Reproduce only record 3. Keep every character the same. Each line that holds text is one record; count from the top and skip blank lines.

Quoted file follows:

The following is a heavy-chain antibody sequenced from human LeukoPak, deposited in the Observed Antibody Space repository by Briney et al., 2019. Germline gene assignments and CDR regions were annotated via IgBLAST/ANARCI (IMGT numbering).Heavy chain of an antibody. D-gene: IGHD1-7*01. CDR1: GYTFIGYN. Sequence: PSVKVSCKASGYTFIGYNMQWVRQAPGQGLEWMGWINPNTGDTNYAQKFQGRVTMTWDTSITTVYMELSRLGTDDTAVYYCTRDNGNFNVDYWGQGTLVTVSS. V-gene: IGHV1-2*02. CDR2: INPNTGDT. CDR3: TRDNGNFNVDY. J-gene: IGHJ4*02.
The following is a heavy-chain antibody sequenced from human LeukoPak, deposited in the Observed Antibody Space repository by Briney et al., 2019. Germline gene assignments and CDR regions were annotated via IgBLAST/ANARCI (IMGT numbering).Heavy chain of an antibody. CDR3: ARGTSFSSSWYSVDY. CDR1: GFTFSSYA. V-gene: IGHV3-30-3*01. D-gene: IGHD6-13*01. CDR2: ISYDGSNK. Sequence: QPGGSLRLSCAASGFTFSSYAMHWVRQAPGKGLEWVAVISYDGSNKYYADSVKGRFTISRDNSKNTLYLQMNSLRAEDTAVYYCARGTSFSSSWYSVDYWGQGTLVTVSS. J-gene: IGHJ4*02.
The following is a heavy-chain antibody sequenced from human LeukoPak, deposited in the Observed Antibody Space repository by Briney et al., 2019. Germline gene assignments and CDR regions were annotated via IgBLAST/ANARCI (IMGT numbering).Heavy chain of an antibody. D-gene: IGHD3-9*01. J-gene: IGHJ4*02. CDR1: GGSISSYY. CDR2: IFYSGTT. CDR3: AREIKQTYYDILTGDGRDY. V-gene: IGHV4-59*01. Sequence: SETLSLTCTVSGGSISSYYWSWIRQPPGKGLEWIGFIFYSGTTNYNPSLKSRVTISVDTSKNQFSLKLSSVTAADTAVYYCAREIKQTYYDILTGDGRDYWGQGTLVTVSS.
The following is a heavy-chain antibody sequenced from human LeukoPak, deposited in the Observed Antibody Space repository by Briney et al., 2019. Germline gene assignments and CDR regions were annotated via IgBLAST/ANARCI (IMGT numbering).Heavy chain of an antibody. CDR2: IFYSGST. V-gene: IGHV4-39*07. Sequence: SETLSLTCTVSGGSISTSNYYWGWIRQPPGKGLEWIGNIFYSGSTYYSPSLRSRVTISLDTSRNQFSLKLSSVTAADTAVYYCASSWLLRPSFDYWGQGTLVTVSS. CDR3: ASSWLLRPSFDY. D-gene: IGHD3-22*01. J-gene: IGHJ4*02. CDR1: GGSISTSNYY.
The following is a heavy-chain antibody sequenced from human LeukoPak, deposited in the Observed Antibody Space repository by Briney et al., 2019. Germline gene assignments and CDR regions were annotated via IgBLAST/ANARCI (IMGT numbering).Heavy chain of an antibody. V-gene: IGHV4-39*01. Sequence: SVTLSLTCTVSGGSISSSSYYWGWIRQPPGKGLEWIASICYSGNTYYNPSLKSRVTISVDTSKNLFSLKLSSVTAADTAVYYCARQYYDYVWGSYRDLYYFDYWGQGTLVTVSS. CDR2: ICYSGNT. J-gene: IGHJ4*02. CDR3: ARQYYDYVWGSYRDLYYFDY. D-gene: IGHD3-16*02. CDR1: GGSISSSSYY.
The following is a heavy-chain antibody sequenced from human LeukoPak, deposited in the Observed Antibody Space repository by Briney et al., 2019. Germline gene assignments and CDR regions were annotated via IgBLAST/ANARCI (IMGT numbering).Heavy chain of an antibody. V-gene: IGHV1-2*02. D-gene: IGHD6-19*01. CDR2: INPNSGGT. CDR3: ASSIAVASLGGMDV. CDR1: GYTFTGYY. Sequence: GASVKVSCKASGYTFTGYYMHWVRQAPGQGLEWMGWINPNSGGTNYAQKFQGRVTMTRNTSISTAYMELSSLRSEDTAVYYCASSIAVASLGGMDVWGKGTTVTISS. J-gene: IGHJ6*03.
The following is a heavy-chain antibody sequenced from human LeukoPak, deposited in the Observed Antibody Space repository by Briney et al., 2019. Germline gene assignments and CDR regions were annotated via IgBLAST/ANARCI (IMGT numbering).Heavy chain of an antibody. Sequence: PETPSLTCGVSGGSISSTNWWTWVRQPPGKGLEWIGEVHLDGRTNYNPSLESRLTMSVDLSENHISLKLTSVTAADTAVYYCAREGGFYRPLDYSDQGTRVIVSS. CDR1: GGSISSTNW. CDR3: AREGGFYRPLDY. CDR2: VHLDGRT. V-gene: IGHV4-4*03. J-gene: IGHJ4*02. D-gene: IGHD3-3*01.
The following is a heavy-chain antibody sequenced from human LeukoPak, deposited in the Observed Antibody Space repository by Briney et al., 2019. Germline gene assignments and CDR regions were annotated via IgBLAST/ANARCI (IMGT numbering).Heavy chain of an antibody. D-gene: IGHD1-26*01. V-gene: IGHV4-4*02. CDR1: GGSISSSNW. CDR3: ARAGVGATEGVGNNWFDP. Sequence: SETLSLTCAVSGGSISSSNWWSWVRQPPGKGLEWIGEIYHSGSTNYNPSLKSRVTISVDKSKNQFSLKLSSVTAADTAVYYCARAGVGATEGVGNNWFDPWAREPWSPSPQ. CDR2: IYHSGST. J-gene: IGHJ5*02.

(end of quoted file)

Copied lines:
The following is a heavy-chain antibody sequenced from human LeukoPak, deposited in the Observed Antibody Space repository by Briney et al., 2019. Germline gene assignments and CDR regions were annotated via IgBLAST/ANARCI (IMGT numbering).Heavy chain of an antibody. D-gene: IGHD3-9*01. J-gene: IGHJ4*02. CDR1: GGSISSYY. CDR2: IFYSGTT. CDR3: AREIKQTYYDILTGDGRDY. V-gene: IGHV4-59*01. Sequence: SETLSLTCTVSGGSISSYYWSWIRQPPGKGLEWIGFIFYSGTTNYNPSLKSRVTISVDTSKNQFSLKLSSVTAADTAVYYCAREIKQTYYDILTGDGRDYWGQGTLVTVSS.